In a landmark decision Ramsay Health Care Australia v Compton, the High Court found that a bankruptcy notice founded on a judgment debt can be challenged and that the Court can use its discretion to “go behind” a judgment that is relied upon in a bankruptcy notice to determine whether the debt is truly owing.
On 19 October 2017 a groundbreaking Bill was introduced to Federal Parliament that, if passed, would see significant changes to existing bankruptcy law.
Two significant legislative amendments to Australian competition law have passed Parliament following recommendations from the 2015 Harper Competition Policy Review.
A new clause in the Corporations Act establishes a safe harbour for company directors against personal liability for insolvent trading in certain prescribed circumstances.
The Australian Competition and Consumer Commission has provided protection for small businesses from unfair contract terms in business-to-business standard form contracts. Find out what types of clauses have been affected by the changes and are likely to raise concerns under the unfair contract terms law.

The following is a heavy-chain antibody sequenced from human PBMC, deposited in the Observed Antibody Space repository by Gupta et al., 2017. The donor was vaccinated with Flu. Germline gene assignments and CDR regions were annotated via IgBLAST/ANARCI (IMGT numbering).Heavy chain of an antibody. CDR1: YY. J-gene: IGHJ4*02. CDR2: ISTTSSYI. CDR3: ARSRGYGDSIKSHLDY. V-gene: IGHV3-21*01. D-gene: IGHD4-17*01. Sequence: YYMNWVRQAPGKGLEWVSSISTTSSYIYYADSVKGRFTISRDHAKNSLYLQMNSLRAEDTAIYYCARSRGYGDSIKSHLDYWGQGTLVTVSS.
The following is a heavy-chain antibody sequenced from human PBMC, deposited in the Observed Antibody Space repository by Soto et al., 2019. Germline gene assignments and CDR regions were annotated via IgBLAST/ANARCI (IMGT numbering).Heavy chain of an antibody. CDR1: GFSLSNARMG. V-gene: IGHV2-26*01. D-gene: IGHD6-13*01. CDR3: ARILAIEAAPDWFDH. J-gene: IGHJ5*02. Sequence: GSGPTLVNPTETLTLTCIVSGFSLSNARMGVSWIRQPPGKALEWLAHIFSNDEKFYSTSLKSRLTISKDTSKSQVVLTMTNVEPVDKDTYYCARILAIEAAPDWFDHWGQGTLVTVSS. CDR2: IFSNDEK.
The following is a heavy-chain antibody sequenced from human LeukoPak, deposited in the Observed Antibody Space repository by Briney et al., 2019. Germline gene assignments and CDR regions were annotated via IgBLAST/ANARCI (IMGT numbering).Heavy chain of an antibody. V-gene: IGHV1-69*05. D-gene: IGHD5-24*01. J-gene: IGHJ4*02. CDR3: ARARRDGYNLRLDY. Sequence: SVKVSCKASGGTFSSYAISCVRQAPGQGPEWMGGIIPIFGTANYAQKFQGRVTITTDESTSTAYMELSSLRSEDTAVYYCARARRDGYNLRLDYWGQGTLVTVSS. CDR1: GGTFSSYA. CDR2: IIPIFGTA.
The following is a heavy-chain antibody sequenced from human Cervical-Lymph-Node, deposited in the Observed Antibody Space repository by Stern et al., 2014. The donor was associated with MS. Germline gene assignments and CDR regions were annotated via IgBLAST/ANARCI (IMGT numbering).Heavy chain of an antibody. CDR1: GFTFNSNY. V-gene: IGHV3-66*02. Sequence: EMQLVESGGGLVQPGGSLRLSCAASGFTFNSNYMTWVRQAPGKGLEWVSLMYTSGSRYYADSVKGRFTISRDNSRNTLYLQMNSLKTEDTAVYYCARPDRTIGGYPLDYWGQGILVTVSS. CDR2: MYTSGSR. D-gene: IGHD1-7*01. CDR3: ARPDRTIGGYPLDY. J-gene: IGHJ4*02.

Although some provisions of the Insolvency Law Reform Act 2016 (Cth) did not come into effect until 1 September 2017, recent cases demonstrate that the courts have found certain deferred provisions apply from 1 March 2017.
The Federal Government’s plans to give Australians the right to vote on legalising same-sex marriage has changed from a compulsory plebiscite to a voluntary postal survey. Find out what this change means for marriage equality in Australia.
The recent class action issued against pharmaceutical company Reckitt Benckiser, the makers of Nurofen Specific Pain range of tablets, is an example of how class actions can be used to take legal action on behalf of a larger group of persons in relation to a common dispute or injury.
In May 2017, the Queensland Government announced a three-month inquiry into the towing industry and the removal of parked vehicles from publicly accessible private carparks and private roads that are not currently covered by the existing legislation. This article outlines the law as it currently stands in Queensland.
Understanding which unregistered interest has priority under a credit agreement in the event of default or liquidation
When supplying goods or services to a customer on credit, it is important for businesses to be aware of the circumstances in which competing unregistered interests may have priority should a customer’s assets be unable to cover all debts to all creditors in the event of liquidation.